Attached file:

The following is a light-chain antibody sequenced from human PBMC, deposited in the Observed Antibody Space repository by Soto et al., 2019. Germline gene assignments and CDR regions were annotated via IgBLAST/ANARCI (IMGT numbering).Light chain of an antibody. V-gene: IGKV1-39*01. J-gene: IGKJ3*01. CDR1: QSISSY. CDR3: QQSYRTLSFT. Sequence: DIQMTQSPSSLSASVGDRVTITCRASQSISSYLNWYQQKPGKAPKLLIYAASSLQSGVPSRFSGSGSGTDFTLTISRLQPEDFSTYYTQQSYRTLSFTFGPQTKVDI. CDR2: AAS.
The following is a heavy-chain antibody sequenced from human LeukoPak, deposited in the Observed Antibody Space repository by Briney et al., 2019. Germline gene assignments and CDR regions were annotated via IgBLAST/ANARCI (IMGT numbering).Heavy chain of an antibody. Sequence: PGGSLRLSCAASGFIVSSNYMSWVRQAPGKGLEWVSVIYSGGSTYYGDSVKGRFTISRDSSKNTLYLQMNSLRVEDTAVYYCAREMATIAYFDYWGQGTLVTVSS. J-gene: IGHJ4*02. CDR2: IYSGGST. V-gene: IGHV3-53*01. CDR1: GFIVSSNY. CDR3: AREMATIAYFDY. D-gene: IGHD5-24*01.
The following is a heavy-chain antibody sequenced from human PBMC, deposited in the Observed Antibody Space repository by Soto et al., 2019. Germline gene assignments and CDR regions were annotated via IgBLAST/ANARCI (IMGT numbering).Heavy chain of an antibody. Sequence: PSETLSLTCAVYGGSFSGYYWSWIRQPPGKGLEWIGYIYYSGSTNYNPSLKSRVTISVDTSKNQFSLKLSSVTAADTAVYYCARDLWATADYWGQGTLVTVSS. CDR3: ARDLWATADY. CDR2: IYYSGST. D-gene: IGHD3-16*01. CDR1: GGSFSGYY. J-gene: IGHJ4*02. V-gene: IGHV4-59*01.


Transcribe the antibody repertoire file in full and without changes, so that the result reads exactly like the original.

The following is a light-chain antibody sequenced from human PBMC, deposited in the Observed Antibody Space repository by Soto et al., 2019. Germline gene assignments and CDR regions were annotated via IgBLAST/ANARCI (IMGT numbering).Light chain of an antibody. V-gene: IGKV1-39*01. J-gene: IGKJ3*01. CDR1: QSISSY. CDR3: QQSYRTLSFT. Sequence: DIQMTQSPSSLSASVGDRVTITCRASQSISSYLNWYQQKPGKAPKLLIYAASSLQSGVPSRFSGSGSGTDFTLTISRLQPEDFSTYYTQQSYRTLSFTFGPQTKVDI. CDR2: AAS.
The following is a heavy-chain antibody sequenced from human LeukoPak, deposited in the Observed Antibody Space repository by Briney et al., 2019. Germline gene assignments and CDR regions were annotated via IgBLAST/ANARCI (IMGT numbering).Heavy chain of an antibody. Sequence: PGGSLRLSCAASGFIVSSNYMSWVRQAPGKGLEWVSVIYSGGSTYYGDSVKGRFTISRDSSKNTLYLQMNSLRVEDTAVYYCAREMATIAYFDYWGQGTLVTVSS. J-gene: IGHJ4*02. CDR2: IYSGGST. V-gene: IGHV3-53*01. CDR1: GFIVSSNY. CDR3: AREMATIAYFDY. D-gene: IGHD5-24*01.
The following is a heavy-chain antibody sequenced from human PBMC, deposited in the Observed Antibody Space repository by Soto et al., 2019. Germline gene assignments and CDR regions were annotated via IgBLAST/ANARCI (IMGT numbering).Heavy chain of an antibody. Sequence: PSETLSLTCAVYGGSFSGYYWSWIRQPPGKGLEWIGYIYYSGSTNYNPSLKSRVTISVDTSKNQFSLKLSSVTAADTAVYYCARDLWATADYWGQGTLVTVSS. CDR3: ARDLWATADY. CDR2: IYYSGST. D-gene: IGHD3-16*01. CDR1: GGSFSGYY. J-gene: IGHJ4*02. V-gene: IGHV4-59*01.